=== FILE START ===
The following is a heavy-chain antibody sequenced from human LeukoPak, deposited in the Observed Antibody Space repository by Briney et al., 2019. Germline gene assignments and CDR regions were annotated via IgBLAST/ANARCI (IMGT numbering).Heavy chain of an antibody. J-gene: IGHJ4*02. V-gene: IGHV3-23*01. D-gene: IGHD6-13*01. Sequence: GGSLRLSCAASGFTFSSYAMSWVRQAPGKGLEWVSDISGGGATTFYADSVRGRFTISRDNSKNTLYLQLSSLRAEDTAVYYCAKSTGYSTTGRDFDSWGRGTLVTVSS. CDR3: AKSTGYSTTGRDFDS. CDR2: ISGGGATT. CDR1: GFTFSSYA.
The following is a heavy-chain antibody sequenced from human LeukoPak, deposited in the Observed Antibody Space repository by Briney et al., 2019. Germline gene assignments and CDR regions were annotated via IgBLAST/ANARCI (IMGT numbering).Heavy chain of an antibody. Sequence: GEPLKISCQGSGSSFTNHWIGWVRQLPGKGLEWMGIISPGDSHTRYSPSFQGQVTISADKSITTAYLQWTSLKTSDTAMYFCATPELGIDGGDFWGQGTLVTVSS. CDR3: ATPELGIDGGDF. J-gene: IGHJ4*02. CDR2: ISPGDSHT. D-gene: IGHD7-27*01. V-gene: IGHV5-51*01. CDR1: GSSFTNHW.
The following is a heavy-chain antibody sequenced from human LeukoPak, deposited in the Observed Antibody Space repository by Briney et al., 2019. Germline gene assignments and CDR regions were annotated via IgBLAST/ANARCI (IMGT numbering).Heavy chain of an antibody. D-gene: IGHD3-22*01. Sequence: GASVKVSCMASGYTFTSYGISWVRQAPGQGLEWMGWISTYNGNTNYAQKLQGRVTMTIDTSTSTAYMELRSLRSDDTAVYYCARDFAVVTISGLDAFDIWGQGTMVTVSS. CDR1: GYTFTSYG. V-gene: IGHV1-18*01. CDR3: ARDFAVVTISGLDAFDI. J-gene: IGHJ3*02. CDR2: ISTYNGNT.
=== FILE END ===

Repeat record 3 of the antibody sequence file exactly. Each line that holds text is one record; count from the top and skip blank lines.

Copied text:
The following is a heavy-chain antibody sequenced from human LeukoPak, deposited in the Observed Antibody Space repository by Briney et al., 2019. Germline gene assignments and CDR regions were annotated via IgBLAST/ANARCI (IMGT numbering).Heavy chain of an antibody. D-gene: IGHD3-22*01. Sequence: GASVKVSCMASGYTFTSYGISWVRQAPGQGLEWMGWISTYNGNTNYAQKLQGRVTMTIDTSTSTAYMELRSLRSDDTAVYYCARDFAVVTISGLDAFDIWGQGTMVTVSS. CDR1: GYTFTSYG. V-gene: IGHV1-18*01. CDR3: ARDFAVVTISGLDAFDI. J-gene: IGHJ3*02. CDR2: ISTYNGNT.